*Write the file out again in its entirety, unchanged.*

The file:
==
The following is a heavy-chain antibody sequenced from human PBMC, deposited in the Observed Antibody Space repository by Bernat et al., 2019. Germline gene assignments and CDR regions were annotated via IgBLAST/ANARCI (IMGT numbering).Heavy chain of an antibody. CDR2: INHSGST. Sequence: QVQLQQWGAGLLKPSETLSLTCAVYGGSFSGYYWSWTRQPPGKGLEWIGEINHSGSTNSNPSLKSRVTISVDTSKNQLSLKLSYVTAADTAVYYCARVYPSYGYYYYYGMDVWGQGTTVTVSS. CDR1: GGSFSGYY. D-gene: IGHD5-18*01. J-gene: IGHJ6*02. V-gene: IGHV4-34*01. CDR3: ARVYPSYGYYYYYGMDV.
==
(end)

The following is a heavy-chain antibody sequenced from human PBMC, deposited in the Observed Antibody Space repository by Bernat et al., 2019. Germline gene assignments and CDR regions were annotated via IgBLAST/ANARCI (IMGT numbering).Heavy chain of an antibody. CDR2: INHSGST. Sequence: QVQLQQWGAGLLKPSETLSLTCAVYGGSFSGYYWSWTRQPPGKGLEWIGEINHSGSTNSNPSLKSRVTISVDTSKNQLSLKLSYVTAADTAVYYCARVYPSYGYYYYYGMDVWGQGTTVTVSS. CDR1: GGSFSGYY. D-gene: IGHD5-18*01. J-gene: IGHJ6*02. V-gene: IGHV4-34*01. CDR3: ARVYPSYGYYYYYGMDV.